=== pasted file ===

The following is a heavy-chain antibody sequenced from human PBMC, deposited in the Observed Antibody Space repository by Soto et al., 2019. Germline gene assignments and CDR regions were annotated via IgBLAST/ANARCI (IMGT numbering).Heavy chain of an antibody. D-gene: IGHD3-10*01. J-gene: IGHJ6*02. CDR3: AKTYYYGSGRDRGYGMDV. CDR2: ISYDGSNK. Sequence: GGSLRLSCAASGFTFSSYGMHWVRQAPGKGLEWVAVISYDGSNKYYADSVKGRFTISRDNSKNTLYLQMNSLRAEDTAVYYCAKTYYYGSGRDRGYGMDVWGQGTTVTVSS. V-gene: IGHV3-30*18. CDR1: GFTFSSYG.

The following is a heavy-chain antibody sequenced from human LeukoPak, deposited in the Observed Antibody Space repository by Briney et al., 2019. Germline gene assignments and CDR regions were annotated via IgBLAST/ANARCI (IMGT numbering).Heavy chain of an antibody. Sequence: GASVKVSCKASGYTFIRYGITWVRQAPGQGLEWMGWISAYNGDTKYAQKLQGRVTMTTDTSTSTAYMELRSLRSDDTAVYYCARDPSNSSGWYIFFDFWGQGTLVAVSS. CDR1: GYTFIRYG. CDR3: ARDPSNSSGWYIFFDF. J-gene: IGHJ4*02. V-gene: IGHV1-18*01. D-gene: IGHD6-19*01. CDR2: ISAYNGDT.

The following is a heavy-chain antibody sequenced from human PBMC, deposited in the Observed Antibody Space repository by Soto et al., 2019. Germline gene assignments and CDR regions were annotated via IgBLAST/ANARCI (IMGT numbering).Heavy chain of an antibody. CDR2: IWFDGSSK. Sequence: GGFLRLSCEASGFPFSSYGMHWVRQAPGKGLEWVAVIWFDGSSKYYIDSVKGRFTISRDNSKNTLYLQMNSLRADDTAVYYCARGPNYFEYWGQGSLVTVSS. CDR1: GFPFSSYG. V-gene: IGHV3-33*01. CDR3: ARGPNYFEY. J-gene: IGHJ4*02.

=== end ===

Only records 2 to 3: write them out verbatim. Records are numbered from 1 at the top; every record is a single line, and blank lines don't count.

The following is a heavy-chain antibody sequenced from human LeukoPak, deposited in the Observed Antibody Space repository by Briney et al., 2019. Germline gene assignments and CDR regions were annotated via IgBLAST/ANARCI (IMGT numbering).Heavy chain of an antibody. Sequence: GASVKVSCKASGYTFIRYGITWVRQAPGQGLEWMGWISAYNGDTKYAQKLQGRVTMTTDTSTSTAYMELRSLRSDDTAVYYCARDPSNSSGWYIFFDFWGQGTLVAVSS. CDR1: GYTFIRYG. CDR3: ARDPSNSSGWYIFFDF. J-gene: IGHJ4*02. V-gene: IGHV1-18*01. D-gene: IGHD6-19*01. CDR2: ISAYNGDT.

The following is a heavy-chain antibody sequenced from human PBMC, deposited in the Observed Antibody Space repository by Soto et al., 2019. Germline gene assignments and CDR regions were annotated via IgBLAST/ANARCI (IMGT numbering).Heavy chain of an antibody. CDR2: IWFDGSSK. Sequence: GGFLRLSCEASGFPFSSYGMHWVRQAPGKGLEWVAVIWFDGSSKYYIDSVKGRFTISRDNSKNTLYLQMNSLRADDTAVYYCARGPNYFEYWGQGSLVTVSS. CDR1: GFPFSSYG. V-gene: IGHV3-33*01. CDR3: ARGPNYFEY. J-gene: IGHJ4*02.